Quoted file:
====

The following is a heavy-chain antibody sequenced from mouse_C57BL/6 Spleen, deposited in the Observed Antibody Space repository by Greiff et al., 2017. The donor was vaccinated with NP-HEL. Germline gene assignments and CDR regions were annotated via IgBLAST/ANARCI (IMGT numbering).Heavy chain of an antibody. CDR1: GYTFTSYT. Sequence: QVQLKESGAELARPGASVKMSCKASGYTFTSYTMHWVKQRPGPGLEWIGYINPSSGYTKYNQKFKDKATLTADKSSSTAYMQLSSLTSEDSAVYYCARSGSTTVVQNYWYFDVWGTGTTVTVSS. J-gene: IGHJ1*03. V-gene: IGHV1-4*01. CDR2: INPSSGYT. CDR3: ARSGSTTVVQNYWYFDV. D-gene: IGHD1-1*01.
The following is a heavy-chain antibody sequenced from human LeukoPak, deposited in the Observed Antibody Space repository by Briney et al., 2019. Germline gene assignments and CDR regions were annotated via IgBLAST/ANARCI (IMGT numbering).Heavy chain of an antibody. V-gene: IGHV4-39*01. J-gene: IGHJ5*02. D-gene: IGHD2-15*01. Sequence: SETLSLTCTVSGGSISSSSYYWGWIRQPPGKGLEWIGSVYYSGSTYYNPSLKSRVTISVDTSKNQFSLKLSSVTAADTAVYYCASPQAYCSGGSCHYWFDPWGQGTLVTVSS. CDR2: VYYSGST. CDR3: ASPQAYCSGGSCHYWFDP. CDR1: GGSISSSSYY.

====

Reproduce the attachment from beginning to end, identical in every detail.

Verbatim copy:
The following is a heavy-chain antibody sequenced from mouse_C57BL/6 Spleen, deposited in the Observed Antibody Space repository by Greiff et al., 2017. The donor was vaccinated with NP-HEL. Germline gene assignments and CDR regions were annotated via IgBLAST/ANARCI (IMGT numbering).Heavy chain of an antibody. CDR1: GYTFTSYT. Sequence: QVQLKESGAELARPGASVKMSCKASGYTFTSYTMHWVKQRPGPGLEWIGYINPSSGYTKYNQKFKDKATLTADKSSSTAYMQLSSLTSEDSAVYYCARSGSTTVVQNYWYFDVWGTGTTVTVSS. J-gene: IGHJ1*03. V-gene: IGHV1-4*01. CDR2: INPSSGYT. CDR3: ARSGSTTVVQNYWYFDV. D-gene: IGHD1-1*01.
The following is a heavy-chain antibody sequenced from human LeukoPak, deposited in the Observed Antibody Space repository by Briney et al., 2019. Germline gene assignments and CDR regions were annotated via IgBLAST/ANARCI (IMGT numbering).Heavy chain of an antibody. V-gene: IGHV4-39*01. J-gene: IGHJ5*02. D-gene: IGHD2-15*01. Sequence: SETLSLTCTVSGGSISSSSYYWGWIRQPPGKGLEWIGSVYYSGSTYYNPSLKSRVTISVDTSKNQFSLKLSSVTAADTAVYYCASPQAYCSGGSCHYWFDPWGQGTLVTVSS. CDR2: VYYSGST. CDR3: ASPQAYCSGGSCHYWFDP. CDR1: GGSISSSSYY.